Coca Cola on the Titanic

  • Thread starter Catherine Ehlers
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Catherine Ehlers

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Does anyone have any idea whether or not Coca-Cola was served in any of the dining saloons or restaurants on the Titanic?
 

Steve Arnold

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Coca-Cola was first marketed in 1886. And you do know, don't you, that one of the ingrediants in the original recipe was coccaine . . .
 
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Rolf Vonk

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Hi Steve,

Thanks for clearing that up. It's really shocking for me to know that there's coccaine in coca-cola! Do you know you can get serious braindamage of coca-cola? That's the reason why I never drink it, so my brains (and me too) stay fresh and young...
 

Steve Arnold

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I don't know when coccaine was removed from the recipe, but it was quite some time ago. I don't know whether it was pre or post Titanic. Now the only drug in it is caffeine.
 
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Rolf Vonk

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My god! All those beautifull coca-cola ladies (as shown in the advertisements) were under cocaine! I can imagine why they removed it from the recipe.

I don't think there was coca-cola onboard Titanic. I have no idea why, but I follow my feeling. It's so bad that there is no list of the Titanic proviands.
 
Apr 11, 2001
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Coca-Cola was not the soft drink supplier on Titanic- for the moment I forget the company- it is still in New Jersey and still makes fizzy soft drinks-I will think of it in the middle of the night and post it later! Findlay- you will remember I know! The company once supplied all the soda at a Titanic International function.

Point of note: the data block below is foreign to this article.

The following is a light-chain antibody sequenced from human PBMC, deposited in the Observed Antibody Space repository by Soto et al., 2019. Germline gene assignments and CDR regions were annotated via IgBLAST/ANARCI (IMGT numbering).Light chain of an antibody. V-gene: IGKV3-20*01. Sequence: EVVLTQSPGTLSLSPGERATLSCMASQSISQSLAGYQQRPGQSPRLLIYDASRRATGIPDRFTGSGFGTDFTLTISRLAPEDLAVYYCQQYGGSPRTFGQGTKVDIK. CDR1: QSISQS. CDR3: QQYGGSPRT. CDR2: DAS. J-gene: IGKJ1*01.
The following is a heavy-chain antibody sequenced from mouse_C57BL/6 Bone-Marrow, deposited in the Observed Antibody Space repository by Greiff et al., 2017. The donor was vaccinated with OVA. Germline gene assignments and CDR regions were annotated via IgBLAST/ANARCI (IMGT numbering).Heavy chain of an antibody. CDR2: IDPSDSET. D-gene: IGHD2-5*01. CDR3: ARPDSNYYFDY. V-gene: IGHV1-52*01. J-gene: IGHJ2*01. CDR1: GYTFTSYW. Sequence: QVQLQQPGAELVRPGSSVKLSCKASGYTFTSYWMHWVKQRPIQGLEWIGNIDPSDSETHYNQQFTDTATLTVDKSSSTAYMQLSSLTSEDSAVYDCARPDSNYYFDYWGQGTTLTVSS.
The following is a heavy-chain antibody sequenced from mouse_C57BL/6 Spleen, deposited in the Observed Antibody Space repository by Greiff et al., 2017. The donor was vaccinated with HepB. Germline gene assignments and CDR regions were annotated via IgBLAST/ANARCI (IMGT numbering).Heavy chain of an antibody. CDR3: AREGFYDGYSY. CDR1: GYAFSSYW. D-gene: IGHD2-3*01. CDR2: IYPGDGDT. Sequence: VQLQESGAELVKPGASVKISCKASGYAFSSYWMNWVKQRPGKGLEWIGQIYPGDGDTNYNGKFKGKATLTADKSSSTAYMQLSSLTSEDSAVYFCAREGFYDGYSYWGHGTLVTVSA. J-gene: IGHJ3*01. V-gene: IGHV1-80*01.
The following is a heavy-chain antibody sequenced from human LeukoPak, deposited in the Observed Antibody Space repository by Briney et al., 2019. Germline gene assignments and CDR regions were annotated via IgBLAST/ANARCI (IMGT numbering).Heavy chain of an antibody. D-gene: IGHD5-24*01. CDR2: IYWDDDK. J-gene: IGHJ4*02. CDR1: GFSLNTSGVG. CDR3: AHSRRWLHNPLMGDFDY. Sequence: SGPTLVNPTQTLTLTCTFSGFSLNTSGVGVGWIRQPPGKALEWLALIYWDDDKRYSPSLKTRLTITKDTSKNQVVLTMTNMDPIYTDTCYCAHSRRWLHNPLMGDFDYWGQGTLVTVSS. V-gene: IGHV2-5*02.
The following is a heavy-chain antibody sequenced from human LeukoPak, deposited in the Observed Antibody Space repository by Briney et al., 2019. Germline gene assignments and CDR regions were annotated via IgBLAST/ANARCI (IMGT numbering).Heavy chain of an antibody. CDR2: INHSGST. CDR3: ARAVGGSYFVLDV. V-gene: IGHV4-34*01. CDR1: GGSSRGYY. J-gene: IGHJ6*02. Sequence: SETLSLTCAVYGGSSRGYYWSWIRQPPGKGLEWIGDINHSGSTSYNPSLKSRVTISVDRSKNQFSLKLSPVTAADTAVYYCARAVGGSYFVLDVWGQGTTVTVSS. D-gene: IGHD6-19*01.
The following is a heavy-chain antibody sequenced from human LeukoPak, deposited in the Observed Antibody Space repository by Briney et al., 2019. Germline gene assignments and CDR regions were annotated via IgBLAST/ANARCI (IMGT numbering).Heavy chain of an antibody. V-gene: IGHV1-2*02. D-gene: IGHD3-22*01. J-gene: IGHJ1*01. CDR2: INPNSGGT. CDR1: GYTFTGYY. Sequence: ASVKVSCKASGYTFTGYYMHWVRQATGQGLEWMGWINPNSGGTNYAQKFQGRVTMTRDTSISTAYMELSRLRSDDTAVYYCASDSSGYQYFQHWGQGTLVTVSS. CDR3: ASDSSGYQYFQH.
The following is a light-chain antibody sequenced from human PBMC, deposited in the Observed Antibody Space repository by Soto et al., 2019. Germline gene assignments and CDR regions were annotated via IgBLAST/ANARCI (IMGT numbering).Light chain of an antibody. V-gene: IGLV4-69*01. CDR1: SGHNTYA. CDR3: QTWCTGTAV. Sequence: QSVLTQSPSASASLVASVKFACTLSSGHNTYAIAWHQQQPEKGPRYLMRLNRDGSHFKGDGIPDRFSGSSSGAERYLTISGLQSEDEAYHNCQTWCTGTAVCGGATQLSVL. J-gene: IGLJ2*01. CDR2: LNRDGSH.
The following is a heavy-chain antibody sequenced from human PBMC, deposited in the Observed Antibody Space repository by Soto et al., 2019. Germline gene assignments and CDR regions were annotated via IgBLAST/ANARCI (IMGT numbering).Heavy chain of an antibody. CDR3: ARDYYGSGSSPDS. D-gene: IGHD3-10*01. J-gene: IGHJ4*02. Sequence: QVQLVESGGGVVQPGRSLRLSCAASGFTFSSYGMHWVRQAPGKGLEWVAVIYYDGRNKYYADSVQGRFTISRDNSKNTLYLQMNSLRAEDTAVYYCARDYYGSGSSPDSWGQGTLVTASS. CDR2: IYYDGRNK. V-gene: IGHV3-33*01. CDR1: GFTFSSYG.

Jim Kalafus

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STEVE- The Cocaine was removed pre-Titanic. There is an excellent chapter in "Big Secrets" outlining what actually IS in Coke which goes into detail about the whole cocaine semi-myth. Unfortunately, I am FAR removed from my personal library now, but if you can track down the book it is definitely a worthwhile read. As I recall, the Cocaine in Coca-Cola ca 1900 was a trace amount anyway, and the stories about being able to catch a high off of the soda (which WERE current in the pre-Titanic decade) were urban legends. However, you COULD buy all sorts of fun stuff over-the-counter at the time (check out the patent medicine pages in the repro 1897 Sears catalogue which contained, amongst other things knock-out drops for hyper children) so I suspect that there may have been a certain amount of unnatural giddiness aboard the Titanic.
 
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James- good to see you back. Yes, patent medicine is a little hobby of mine. Lydia Pinkham's medicinal compound for "ladies' complaints" was full of alcohol! Belladonna, laudanum, and narcotics of every imaginable description were liberally sprinkled into over-the-counter preparations with reckless abandon before the birth of the FDA regulations. Cosmetics-mostly for stage use- even contained lead and harmful coloring agents. Arsenic was plentiful- even taken to improve skintone (in a daily pinch!) and strychnine and cyanide was in many pest control products. Lizzie Borden could NOT get Prussic Acid though!
 
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Inger Sheil

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Ohhhhhhhh....Drinka drinka drinka
To Lily the Pink the Pink the Pink
Who sa-aved allllll
The hu-man ra-a-ace!!!
For she invented
Medicinal compound...

Etc etc. Sang it as a school girl. How does the rest of it go??

And how about those woman of the Romantic era who sucked on lead as well as applying arsenic to the complexion? Must get that pale, wasting away look...